Do you know Red Hong Yi, a Chinese Malaysian artist? Red is well-known for utilizing the usual things and materials that can be seen in daily life, including soil, matchsticks, eggshells, sunflower seeds, teabags, feathers, chopsticks, and others, in constructing her artworks.
Besides, she is renowned as “the artist who paints without a paintbrush” because she produces influential paintings and installations that challenge the perceptions of things and image-making while also showcasing symbols, stories, and traditions from her Chinese heritage. More significantly, she produces arts that explore perceptual habits and assumptions of the chosen items and themes by merging traditional craftsmanship and modern technologies.
Notable Artworks by a Malaysian Artist, Red Hong Yi
1. Teh Tarik Man (2015)
Following her usual style of creating art using simple and daily items, Red Hong Yi completed a portrait named “Teh Tarik Man” in 2015. Specifically, twenty thousand (20,000) tea bags were gathered, discolored, attached to wire mesh cutouts, and hanging from a wooden frame. Proudly said, this work was authorized and shown at the Malaysian building during the World Economic Forum in Davos.
According to Red Hong Yi, she desired to produce an image and aroma that awakened the Malaysians’ memories of their home. Upon the first look, you will see a man preparing pulled tea (commonly known as Teh Tarik), a usual local scenario as Malaysians may recall at modest coffee shops. Through the specific tea fragrance and brownish tone, Red Hong Yi expected this meaningful artwork would intensify a sense of nostalgia for the culture of the beloved country among Malaysians.
2. Bloom (2017)
At first glance, it appears to be a splendid work of art in pastel colors. According to Red Hong Yi, the Mandarin Oriental Hotel in Macau commissioned this beautiful and meaningful artwork.
This masterpiece, made of ten thousand (10,000) piped flowers, resembles the sugary sweet icing on a cake. When Red Hong Yi observed her mother attending flower piping courses, she immediately came up with the concept for this painting. Rather than cream, she tested with paint to obtain a similar texture. Hence, this creates the primary idea that the art piece is made of cream and sweets, generating feelings of fun, naiveness, and delight for the viewers.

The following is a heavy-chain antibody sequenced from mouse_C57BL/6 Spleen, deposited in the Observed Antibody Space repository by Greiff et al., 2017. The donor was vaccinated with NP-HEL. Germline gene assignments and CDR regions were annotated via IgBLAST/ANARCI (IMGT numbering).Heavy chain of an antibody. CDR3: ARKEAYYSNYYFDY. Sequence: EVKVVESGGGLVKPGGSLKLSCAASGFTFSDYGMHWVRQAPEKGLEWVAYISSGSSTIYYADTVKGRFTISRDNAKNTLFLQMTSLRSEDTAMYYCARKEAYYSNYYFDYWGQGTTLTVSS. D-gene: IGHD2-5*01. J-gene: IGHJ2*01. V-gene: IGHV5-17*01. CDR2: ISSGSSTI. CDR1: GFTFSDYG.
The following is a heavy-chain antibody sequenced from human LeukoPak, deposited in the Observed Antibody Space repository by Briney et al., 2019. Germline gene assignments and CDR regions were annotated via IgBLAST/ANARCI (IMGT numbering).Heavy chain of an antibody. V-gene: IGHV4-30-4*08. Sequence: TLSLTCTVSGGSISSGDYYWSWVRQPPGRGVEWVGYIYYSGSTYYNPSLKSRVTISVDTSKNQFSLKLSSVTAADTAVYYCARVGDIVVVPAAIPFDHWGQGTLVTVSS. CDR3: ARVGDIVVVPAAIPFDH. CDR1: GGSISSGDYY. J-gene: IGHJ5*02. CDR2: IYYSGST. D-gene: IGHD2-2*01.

Contrastingly, the lotus flower in the masterpiece has its roots in dark, clouded waters. Thus, the art piece embedded a hidden meaning that despite the apparent cheerfulness, there is an undertone of sadness and uncertainty.
3. I am not a virus (2020)
#Iamnotavirus, the famous hashtag, began circulating in France with the Twitter hashtag #Jenesuispasunvirus to combat bigotry associated with the COVID-19 pandemic. These hate crimes and xenophobia incidents involved hitting people’s faces, spitting on, and shooing away in Western countries because of their Asian heritage, mainly occurred during the peak of the COVID-19 pandemic.
Portraits of seven Asians had been scorched into bamboo weaves in Red Hong Yi’s artwork. The art consists of a knife-stabbing incident of a 3-year-old Asian-American victim in Texas, the United States. Furthermore, it involves a punching incident of a 23-year-old Singaporean student’s portrait that caused eye injury in London, United Kingdom, and Malaysian-Singaporean students who underwent attacks in Melbourne. These hate crimes targeted individuals with Asian looks in Western countries.
The commonality of these hate crimes is that the victims wore face masks. More specifically, face masks are seen differently in Western countries than in Asia. Hence, masks in the art symbolize stigma, exclusion, otherness, racism, and humiliation.
The notable art piece also incorporated newspaper clippings with headlines about racist assaults and public statements about the “Chinese Virus.” Hence, the art portrays the sad truth that racism was happening in 2020, and the #Iamnotavirus hashtag reveals the mismanagement of leaders and media regarding the coronavirus disease (COVID-19).
4. Climate is Everything (2021)
Have you seen the cover of the significant issue (April 2021) of TIME magazine? If yes, you have undoubtedly seen the incredible artwork by a Malaysian artist named Red Hong Yi!
Red Hong Yi created a globe map from 50,000 green-tipped matchsticks for the April 2021 edition cover of TIME magazine, headlined “Climate is Everything.” According to the prominent artist, Red Hong Yi and her crew worked for two weeks, putting matchsticks relentlessly for eight hours per day before setting it ablaze and watching the magnificent sculpture burn down in two minutes. That is astonishing, right?
The artwork depicts the issue of global climate that highly affects human beings, regardless of anywhere we live. Furthermore, the criticality and need to confront climate change and global warming ignited the inspiration for Red Hong Yi to create the art piece. The artist also mentioned that the concept arose from trying to emphasize a world map where everyone is engaged. Hence, unquestionably, if one location encounters severe environmental issues, the other places in the world will suffer as well.
Unquestionably, Red Hong Yi and her crew create artworks that challenge the conventional boundaries of modern art. Moreover, these well-known paintings by Red Hong Yi, a young and underappreciated Malaysian Chinese artist, have various meanings.
Visit the official website, Facebook, Twitter, and Instagram to learn more about Red Hong Yi’s artworks! Interested to know more about contemporary art? Check out these Modern And Contemporary Art Galleries For You To Visit and Art Galleries in KL Featuring Emerging Artists For Your Next Trip!